May 20, 2022

In Germany, investors are targeting the parent company of a fintech startup, Wirecard, for 1.5 billion euros in compensation. The company has been operating since 1999, processing payments for gambling and pornographic websites, but recently filed for bankruptcy due to a $1.9 billion hole in its account. Despite its success, the company has been plagued by fraud, which EY blames on a complex global scheme.

A European investor group, Better Finance, is helping 30K stakeholders recover the money they lost when Wirecard collapsed, setting up a foundation under Dutch law. They are targeting the global parent company EY, which audited Wirecard’s books. They are hopeful that the foundation will be able to reach a settlement with EY Global. This foundation is backed by DSW, a German investor group.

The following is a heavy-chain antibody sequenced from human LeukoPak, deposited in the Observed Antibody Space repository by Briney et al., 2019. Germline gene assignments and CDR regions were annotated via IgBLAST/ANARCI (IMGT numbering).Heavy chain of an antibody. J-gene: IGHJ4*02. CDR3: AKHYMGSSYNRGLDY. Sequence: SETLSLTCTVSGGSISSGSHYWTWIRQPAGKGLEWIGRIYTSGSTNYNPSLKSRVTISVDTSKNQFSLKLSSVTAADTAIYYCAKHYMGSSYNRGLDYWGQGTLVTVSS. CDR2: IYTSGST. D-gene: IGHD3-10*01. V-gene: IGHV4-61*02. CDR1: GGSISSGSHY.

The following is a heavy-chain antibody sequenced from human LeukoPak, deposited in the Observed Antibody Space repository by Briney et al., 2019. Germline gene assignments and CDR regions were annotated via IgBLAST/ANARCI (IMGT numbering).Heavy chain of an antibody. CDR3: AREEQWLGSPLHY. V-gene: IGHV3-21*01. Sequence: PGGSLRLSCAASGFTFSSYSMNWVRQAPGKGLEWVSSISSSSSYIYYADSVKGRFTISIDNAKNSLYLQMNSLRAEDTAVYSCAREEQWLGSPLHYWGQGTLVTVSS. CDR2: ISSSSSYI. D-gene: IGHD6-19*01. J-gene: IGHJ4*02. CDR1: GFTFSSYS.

The company has been hit by several scandals since its inception, which reached their peak in 2019. The Financial Times published whistleblower complaints and internal documents that were found to contain evidence of fraud. Eventually, the company filed for insolvency on 25 June 2020, but not before its investors began to demand 1.5 billion euros in compensation. Its CEO, Markus Braun, and other corporate officers have been terminated and their positions are under investigation.

If the global parent and EY in Germany fail to settle in a civil manner, the company will take the case to court. Lawyers for the investors are expecting a three to four-year litigation. As a matter of fact, EY has not responded to the lawsuit. But if a peaceful settlement is not possible, Wirecard investors plan to sue EY parent for 1.5 billion euros in compensation.